Using the back of the sofa, Jude pulled up to standing, his face a charming shade of cinnabar. “Maybe.”
“So… you thought I was inviting you up for sex.”
He lifted and dropped a shoulder, impossibly blue eyes watching her as she crept closer. “I wasn’t going to assume, but I was hoping I’d get a goodnight kiss.”
Wherever he was, the toad stopped chirruping, and was promptly forgotten. “You want to kiss me,” she teased in a singsong voice. “You could have just asked.”
“I know.” He was all toothy grin and crinkled eyes once more, reaching his hands out to her. “This seemed more fun.”
She nodded, letting him draw her to him as she tipped up onto her toes. “Yeah. It is.”
Somewhere, unseen, the toad croaked again.
The sun shone through the kitchen window, casting glimmering shadows about the room as it bounced off the drips of water sluicing off the overhanging icicles. It danced on Innes’ prematurely silvering hair as he sat at the breakfast bar, chasing bits of cereal through milk with a spoon.
“All I’m saying, Kahrin,” he continued his lecture, lifting the bowl in both hands to his lips to tilt the milk back for a swallow, “is that it’s not so weird for people to take their boyfriends to social events with them.” Another sip found its way into his mouth, quieting him for a blissful moment. “Like their friends’ weddings.”
“First of all,” Kahrin crawled along the floor in her running bra and tights, “Jude is not my boyfriend.”
“The guy who’s had your parking pass in his car for three months and has his own coffee creamer in the fridge?” Innes pointed with his spoon. “That Jude?”
“He’s going to hear you!” She clambered forward, dipping her head down to look under the big armchair. The Prince–jokingly named by Innes–wasn’t in his tank. Two weeks after he’d stormed the gates, she’d bought him a perfectly good tank and made it all nice for him. Hhe never stayed in it. Every time she caught him, he would only escape again.
“Oh no!” Innes stood, clapping his hand to his mouth, his eyes wide with faux disbelief. He put his bowl the dishwasher. “What if he finds out you like him?”
“Oh my God,” she groaned as she rolled to sit back on her heels, whacking her head on the coffee table in the process. She rubbed at the sore spot and laughed, despite how pissed off she wanted him to think she was. “Will you stop?”
He crossed his arms over his chest, stroking his chin with thumb and forefinger. “You’re right! Maybe he hasn’t figured it out yet. I don’t want to give it away. I bet sleeping here every night for the last month, even though he has his very own floor in a condominium building, really threw him off.”
“You’re supposed to love me!” She sent a balled up sock arcing through the air towards Innes’ stupid handsome face, only for him to dodge it. The Prince croaked from the other side of the room and she scampered on hands and knees towards it before flopping flat to the ground to peek under the sofa. “If I take Jude to the wedding, who’s going to go with you?”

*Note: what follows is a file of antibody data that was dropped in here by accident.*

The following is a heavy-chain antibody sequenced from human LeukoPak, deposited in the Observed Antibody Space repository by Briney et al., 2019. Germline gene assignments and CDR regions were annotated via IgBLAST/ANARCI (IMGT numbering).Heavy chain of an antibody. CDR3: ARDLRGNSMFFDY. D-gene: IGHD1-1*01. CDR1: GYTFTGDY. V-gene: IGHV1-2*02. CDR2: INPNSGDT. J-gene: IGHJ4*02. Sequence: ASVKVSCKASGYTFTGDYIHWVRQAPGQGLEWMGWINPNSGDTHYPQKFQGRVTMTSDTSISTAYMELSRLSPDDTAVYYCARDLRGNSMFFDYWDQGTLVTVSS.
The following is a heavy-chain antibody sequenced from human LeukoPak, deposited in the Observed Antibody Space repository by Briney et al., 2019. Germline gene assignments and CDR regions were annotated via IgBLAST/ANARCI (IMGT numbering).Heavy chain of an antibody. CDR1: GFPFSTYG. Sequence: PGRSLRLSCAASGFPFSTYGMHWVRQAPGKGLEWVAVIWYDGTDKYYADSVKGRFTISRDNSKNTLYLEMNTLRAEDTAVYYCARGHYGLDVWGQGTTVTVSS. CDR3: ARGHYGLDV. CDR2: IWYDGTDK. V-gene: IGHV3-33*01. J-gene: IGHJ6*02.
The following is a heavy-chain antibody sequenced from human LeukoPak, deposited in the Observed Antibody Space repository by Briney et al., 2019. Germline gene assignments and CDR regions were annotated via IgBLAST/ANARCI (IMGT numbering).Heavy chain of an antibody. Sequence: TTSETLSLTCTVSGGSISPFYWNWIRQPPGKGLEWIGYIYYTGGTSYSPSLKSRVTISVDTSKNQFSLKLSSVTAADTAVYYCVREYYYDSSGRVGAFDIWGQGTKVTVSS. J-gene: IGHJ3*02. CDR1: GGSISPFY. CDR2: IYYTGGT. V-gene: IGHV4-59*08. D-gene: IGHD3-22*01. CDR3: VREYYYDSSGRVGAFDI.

“Don’t make this about me,” he chastised, affection obvious. “I do love you. That’s why I don’t want you to be scared of this.”
“Aha!” she called out, her hands around the toad’s fat bumpy brown body, his legs flailing about to get traction on nothing. He croaked, choking on the sound. “I’m not scared.”
Innes’ dark brows rose, his disbelief obvious. “Then why haven’t you told him how you feel about him?”
She glared. “Because then they would be called ‘talkings’, and not ‘feelings’, wouldn’t they?”
The flick of Innes’ eyes to the stairs told her Jude was coming down. “Kahrin, I can’t find my keys and I’m running late.” She chose to take that as a compliment.
“Did you put them in the key spot?”
“Of course I did.”
In her haste to turn about, The Prince wriggled free from her hands and leapt to the floor. He hopped the space to Jude, the bubble of his throat fluttering as he chirped, and veered away from his bare feet at the last moment to dart under the sofa once more.
“Maybe he’s jealous,” Innes suggested, nodding towards the space where the toad had disappeared.
“Why?” Jude leaned across the counter and took a sip from Innes’ coffee mug. “Because I get to kiss the princess and he doesn’t?”
In that moment, something clicked into place in her mind. Would it be so bad, having a boyfriend? After all, Jude already seemed to fit with the most important person in her life, as if they were old friends. Wasn’t that the goal? To find someone who fit the life you already had?
“The only reason to kiss frogs,” she called from the floor once again. Under the sofa, The Prince croaked, “Toad. Whatever. The only reason to kiss one is if you want to fuck a toad. Plus, I’m no princess.”
“That is a matter of opinion, right?” Jude said to Innes, who threw his hands up in the universal signal of don’t involve me in this.
Her eyes fell on the dongle of Jude’s keys near the foot of the sofa, which she could swear was not there moments ago. The toad hopped neatly into her lap, forfeiting the game of hide and seek.
“He’s not jealous; he’s helping.” Proving her point, she lifted the toad to face level and planted a kiss upon his grumpy little old man mouth. “Still a toad! Now, Jude, what are you doing Saturday? We have this dumb thing to go to, and Innes is too good to be my date.”
“Are you inviting me to that wedding with you? I didn’t think that was part of our arrangement.” The slight narrow of his eyes conveyed his teasing.
“That sounds like something you do with a boyfriend, hm?” Innes added. So helpful, her best friend!
“It really does,” Jude agreed.
Kahrin rolled her eyes, conceding the argument. “Fine. Yes, Jude. You’re my boyfriend and I’m inviting you to a wedding. Whatever. Don’t make a big thing of it.”